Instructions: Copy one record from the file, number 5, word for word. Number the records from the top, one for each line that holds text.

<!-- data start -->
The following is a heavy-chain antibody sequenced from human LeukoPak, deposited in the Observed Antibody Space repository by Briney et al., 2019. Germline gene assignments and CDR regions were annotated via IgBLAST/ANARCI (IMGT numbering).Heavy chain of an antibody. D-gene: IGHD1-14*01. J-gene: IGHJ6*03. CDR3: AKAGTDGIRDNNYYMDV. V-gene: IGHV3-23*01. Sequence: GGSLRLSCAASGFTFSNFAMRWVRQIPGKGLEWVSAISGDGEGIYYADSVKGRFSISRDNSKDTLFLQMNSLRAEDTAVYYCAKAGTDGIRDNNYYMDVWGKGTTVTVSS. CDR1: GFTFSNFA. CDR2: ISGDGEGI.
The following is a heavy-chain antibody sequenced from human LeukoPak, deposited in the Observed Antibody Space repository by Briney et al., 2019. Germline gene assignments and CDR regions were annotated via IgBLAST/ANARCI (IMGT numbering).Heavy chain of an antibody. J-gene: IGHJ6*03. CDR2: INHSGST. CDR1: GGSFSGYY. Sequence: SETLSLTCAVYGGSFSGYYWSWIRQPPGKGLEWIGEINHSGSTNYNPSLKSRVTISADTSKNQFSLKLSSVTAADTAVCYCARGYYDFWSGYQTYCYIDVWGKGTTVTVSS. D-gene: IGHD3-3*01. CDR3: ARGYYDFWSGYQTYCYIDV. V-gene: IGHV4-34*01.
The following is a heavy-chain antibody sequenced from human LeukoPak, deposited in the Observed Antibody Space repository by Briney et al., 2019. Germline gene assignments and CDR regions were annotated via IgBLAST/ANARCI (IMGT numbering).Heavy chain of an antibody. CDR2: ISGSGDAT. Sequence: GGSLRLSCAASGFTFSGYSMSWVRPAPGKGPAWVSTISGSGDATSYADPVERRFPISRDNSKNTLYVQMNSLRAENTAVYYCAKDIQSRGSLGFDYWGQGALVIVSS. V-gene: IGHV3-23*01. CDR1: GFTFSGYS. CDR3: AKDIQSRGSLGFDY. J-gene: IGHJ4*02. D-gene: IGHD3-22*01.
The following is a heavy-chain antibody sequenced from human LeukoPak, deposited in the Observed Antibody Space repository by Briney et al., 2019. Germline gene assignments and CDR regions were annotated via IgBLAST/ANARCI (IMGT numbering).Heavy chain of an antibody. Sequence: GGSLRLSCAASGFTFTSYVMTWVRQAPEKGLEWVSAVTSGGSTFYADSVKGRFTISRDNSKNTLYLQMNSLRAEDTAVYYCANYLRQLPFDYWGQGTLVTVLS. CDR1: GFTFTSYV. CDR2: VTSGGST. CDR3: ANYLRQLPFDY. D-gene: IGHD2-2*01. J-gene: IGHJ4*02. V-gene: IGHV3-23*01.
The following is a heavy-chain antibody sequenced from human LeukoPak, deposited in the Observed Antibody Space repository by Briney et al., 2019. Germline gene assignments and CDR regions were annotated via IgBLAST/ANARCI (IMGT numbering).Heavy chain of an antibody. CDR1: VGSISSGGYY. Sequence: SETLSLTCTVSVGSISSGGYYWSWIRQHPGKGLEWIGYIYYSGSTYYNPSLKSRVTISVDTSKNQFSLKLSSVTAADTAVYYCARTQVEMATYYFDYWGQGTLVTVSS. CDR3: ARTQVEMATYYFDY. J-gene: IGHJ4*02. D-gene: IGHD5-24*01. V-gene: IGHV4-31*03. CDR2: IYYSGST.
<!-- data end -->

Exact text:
The following is a heavy-chain antibody sequenced from human LeukoPak, deposited in the Observed Antibody Space repository by Briney et al., 2019. Germline gene assignments and CDR regions were annotated via IgBLAST/ANARCI (IMGT numbering).Heavy chain of an antibody. CDR1: VGSISSGGYY. Sequence: SETLSLTCTVSVGSISSGGYYWSWIRQHPGKGLEWIGYIYYSGSTYYNPSLKSRVTISVDTSKNQFSLKLSSVTAADTAVYYCARTQVEMATYYFDYWGQGTLVTVSS. CDR3: ARTQVEMATYYFDY. J-gene: IGHJ4*02. D-gene: IGHD5-24*01. V-gene: IGHV4-31*03. CDR2: IYYSGST.